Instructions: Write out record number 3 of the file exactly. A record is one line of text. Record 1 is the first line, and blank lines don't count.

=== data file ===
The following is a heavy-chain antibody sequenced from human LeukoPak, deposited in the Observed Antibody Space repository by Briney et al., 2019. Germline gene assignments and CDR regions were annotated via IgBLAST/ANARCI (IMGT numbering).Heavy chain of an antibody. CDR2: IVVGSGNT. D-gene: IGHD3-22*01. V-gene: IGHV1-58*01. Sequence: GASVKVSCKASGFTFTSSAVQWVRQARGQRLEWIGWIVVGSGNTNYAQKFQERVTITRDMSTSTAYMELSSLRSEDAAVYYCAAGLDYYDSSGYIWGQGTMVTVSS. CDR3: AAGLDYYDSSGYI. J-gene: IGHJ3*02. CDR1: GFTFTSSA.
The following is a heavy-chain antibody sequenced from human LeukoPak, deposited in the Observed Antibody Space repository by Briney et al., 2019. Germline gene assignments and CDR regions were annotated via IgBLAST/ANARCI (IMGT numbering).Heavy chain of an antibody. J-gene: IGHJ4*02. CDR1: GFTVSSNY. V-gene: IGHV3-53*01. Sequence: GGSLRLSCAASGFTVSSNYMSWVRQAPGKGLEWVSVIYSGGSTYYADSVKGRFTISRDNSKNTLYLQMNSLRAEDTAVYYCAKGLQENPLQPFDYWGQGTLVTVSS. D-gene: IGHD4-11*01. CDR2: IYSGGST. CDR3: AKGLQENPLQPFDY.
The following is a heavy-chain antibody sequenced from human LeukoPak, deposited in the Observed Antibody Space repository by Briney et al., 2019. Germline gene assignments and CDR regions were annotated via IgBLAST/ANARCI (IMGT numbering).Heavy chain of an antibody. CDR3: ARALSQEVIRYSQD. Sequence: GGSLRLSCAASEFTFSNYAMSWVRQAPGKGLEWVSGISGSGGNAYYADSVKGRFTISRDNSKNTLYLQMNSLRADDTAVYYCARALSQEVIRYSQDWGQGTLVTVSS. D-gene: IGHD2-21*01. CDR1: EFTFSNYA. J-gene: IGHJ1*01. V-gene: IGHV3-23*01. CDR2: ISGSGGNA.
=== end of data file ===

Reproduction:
The following is a heavy-chain antibody sequenced from human LeukoPak, deposited in the Observed Antibody Space repository by Briney et al., 2019. Germline gene assignments and CDR regions were annotated via IgBLAST/ANARCI (IMGT numbering).Heavy chain of an antibody. CDR3: ARALSQEVIRYSQD. Sequence: GGSLRLSCAASEFTFSNYAMSWVRQAPGKGLEWVSGISGSGGNAYYADSVKGRFTISRDNSKNTLYLQMNSLRADDTAVYYCARALSQEVIRYSQDWGQGTLVTVSS. D-gene: IGHD2-21*01. CDR1: EFTFSNYA. J-gene: IGHJ1*01. V-gene: IGHV3-23*01. CDR2: ISGSGGNA.